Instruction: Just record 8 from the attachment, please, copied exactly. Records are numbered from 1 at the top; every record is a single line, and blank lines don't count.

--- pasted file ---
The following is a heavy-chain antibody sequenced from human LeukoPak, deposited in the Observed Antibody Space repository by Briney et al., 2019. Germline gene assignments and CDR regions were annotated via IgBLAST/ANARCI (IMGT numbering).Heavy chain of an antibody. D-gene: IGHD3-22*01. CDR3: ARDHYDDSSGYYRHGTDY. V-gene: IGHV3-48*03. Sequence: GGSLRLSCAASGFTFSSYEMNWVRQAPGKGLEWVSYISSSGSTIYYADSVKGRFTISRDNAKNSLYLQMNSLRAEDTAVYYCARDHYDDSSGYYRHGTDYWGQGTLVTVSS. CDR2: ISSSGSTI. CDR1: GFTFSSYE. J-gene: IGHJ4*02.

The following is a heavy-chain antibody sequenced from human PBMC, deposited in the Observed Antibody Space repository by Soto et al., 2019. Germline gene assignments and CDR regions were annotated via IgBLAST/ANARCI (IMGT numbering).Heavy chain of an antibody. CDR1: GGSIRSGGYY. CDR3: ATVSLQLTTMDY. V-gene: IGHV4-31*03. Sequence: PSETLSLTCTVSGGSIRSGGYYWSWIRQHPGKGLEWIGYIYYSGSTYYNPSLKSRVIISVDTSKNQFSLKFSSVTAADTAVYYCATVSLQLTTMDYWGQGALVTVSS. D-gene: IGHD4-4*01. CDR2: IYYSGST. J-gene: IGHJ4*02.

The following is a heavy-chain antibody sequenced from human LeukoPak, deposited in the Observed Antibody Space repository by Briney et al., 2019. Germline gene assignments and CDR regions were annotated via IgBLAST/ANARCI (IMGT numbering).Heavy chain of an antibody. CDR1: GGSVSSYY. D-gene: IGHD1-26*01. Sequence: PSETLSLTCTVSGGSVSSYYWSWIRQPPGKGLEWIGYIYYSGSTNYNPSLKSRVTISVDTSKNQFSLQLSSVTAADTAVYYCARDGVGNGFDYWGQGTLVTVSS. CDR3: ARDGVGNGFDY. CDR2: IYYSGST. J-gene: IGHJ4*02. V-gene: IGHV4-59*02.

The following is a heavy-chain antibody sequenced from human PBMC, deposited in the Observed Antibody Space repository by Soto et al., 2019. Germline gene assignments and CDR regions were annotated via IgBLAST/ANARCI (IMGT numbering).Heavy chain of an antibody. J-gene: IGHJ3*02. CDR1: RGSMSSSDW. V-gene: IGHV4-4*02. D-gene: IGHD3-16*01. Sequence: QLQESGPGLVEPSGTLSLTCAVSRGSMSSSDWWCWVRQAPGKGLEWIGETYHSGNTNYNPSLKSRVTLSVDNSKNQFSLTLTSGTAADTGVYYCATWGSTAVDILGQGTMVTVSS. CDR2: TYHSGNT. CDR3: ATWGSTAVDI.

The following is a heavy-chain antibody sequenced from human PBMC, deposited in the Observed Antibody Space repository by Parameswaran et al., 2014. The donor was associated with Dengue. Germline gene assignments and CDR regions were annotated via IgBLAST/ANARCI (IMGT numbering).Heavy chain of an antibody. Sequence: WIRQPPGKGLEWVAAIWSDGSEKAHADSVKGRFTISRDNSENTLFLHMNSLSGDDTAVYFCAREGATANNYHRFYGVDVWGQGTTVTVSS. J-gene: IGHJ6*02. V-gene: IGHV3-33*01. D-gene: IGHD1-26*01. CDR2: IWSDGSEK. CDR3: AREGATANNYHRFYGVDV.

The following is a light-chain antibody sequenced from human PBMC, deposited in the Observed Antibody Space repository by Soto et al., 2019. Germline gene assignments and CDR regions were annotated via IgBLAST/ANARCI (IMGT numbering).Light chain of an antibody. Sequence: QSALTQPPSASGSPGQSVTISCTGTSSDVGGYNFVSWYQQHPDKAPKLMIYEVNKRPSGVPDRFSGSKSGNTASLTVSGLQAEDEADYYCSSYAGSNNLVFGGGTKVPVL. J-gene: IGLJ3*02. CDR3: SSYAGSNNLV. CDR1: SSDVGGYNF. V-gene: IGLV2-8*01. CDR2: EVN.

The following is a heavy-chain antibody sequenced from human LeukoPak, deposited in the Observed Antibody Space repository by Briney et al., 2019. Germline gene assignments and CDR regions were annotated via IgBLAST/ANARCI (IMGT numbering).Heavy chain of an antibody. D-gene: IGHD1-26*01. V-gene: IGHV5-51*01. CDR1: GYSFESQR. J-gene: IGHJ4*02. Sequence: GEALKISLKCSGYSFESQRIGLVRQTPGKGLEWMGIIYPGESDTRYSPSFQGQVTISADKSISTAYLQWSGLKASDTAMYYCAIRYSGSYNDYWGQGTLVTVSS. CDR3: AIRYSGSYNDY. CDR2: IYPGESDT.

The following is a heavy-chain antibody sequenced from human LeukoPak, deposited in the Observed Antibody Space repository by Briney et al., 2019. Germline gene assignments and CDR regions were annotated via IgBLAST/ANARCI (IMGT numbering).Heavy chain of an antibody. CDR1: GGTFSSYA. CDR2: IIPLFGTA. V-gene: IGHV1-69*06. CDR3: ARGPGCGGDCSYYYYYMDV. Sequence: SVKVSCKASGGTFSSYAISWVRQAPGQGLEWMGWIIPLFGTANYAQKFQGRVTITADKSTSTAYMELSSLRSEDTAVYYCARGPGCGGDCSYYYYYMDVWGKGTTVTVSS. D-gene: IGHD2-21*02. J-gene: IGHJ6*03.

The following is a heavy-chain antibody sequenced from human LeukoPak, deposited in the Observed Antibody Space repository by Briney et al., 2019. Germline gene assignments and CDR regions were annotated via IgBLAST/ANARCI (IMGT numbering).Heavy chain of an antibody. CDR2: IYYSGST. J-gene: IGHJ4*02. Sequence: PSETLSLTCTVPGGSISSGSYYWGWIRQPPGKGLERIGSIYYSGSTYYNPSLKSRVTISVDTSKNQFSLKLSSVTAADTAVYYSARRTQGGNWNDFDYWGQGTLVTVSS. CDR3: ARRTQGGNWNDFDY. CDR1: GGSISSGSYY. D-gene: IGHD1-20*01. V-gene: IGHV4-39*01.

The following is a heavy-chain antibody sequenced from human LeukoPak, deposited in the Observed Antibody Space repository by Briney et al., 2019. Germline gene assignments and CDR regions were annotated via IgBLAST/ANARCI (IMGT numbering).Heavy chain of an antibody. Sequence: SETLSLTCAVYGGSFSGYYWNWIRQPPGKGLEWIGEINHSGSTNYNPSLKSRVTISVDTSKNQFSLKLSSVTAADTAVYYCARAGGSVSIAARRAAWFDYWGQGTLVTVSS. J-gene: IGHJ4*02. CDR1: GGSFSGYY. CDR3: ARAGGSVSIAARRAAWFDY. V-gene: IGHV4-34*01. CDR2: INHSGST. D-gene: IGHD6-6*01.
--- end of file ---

The following is a heavy-chain antibody sequenced from human LeukoPak, deposited in the Observed Antibody Space repository by Briney et al., 2019. Germline gene assignments and CDR regions were annotated via IgBLAST/ANARCI (IMGT numbering).Heavy chain of an antibody. CDR1: GGTFSSYA. CDR2: IIPLFGTA. V-gene: IGHV1-69*06. CDR3: ARGPGCGGDCSYYYYYMDV. Sequence: SVKVSCKASGGTFSSYAISWVRQAPGQGLEWMGWIIPLFGTANYAQKFQGRVTITADKSTSTAYMELSSLRSEDTAVYYCARGPGCGGDCSYYYYYMDVWGKGTTVTVSS. D-gene: IGHD2-21*02. J-gene: IGHJ6*03.